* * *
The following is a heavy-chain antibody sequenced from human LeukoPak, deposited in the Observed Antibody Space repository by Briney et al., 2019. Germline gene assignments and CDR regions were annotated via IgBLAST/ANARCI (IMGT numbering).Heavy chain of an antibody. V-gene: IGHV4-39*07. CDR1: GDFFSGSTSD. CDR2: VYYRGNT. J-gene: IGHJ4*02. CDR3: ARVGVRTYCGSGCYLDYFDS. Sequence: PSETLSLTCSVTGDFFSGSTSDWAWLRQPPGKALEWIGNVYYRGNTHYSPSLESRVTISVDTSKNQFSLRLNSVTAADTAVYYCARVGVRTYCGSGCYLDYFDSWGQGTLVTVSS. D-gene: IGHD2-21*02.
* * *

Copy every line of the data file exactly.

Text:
The following is a heavy-chain antibody sequenced from human LeukoPak, deposited in the Observed Antibody Space repository by Briney et al., 2019. Germline gene assignments and CDR regions were annotated via IgBLAST/ANARCI (IMGT numbering).Heavy chain of an antibody. V-gene: IGHV4-39*07. CDR1: GDFFSGSTSD. CDR2: VYYRGNT. J-gene: IGHJ4*02. CDR3: ARVGVRTYCGSGCYLDYFDS. Sequence: PSETLSLTCSVTGDFFSGSTSDWAWLRQPPGKALEWIGNVYYRGNTHYSPSLESRVTISVDTSKNQFSLRLNSVTAADTAVYYCARVGVRTYCGSGCYLDYFDSWGQGTLVTVSS. D-gene: IGHD2-21*02.